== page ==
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State Management


From React we already know that we use props to pass data from a parent to a child. Also, props are immutable. If a component needs to keep track of a piece of data over time, then it needs to use state. Every time the state changes, the component will rerender. So state is something mutable, as it changes over time. Also, state is private information and a component must manage it on its own. If you need to keep track of some kind of internal information that must not trigger a rerender then you should use useRef.

State Management

You can use exactly the same state management mechanism as in React. So usually I combine these hooks:

  • useState: simple component local state management
  • useReducer: redux-like state management, usually combined with useContext
  • useContext: used to move information from A to B or to provide operations on information
  • useRef: for internal (technical) state that must not trigger a rerender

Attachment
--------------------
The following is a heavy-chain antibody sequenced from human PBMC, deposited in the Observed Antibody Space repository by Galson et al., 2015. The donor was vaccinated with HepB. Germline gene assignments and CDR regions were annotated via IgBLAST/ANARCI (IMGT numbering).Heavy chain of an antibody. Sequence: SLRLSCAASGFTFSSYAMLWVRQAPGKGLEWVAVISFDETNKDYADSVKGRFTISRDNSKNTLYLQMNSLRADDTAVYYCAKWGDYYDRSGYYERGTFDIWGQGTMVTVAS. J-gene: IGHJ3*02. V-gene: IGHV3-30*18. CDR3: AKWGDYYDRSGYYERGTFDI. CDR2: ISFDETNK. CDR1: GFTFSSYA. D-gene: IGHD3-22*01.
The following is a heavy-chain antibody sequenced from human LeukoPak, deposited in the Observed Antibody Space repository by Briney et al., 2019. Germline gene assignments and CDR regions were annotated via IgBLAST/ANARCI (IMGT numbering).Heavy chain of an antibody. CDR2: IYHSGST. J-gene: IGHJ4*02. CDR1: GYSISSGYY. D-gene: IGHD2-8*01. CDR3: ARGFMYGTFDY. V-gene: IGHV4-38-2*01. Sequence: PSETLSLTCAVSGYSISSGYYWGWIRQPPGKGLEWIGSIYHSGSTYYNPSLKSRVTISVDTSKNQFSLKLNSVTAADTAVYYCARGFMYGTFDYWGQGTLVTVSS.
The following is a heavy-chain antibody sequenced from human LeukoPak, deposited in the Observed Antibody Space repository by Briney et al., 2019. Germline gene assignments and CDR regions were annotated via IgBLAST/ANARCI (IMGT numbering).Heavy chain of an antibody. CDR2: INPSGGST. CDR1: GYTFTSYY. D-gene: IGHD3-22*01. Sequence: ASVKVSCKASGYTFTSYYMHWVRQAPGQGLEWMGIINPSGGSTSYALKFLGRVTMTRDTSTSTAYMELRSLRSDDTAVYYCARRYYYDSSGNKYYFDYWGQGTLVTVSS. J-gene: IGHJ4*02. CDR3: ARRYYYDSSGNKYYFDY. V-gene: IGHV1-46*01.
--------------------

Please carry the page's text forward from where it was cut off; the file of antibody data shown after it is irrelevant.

If you are re redux fan than you can of course leverage the whole redux ecosystem.


First you need to identify what piece of data is changing over time and give it a name (e.g. firstName). Then you must know the type of that data (e.g. string) and in the end you have to identify the initial value.

You can use the useState hook, just as you do in React when using functional components (see Counter Example below).

Counter Example

import React, {useState} from "react";
import { Button, Text, StyleSheet, View } from "react-native";

const CounterScreen = () => {
const [value, setValue] = useState(0);

return (
<Text style={styles.text}>Current Count: {value}</Text>

onPress={() => setValue(value + 1)}
onPress={() => setValue(value - 1)}

const styles = StyleSheet.create({
text: {
fontSize: 30

export default CounterScreen;

useReducer + useContext

This is my favorite way of managing complex state and is already outlined here.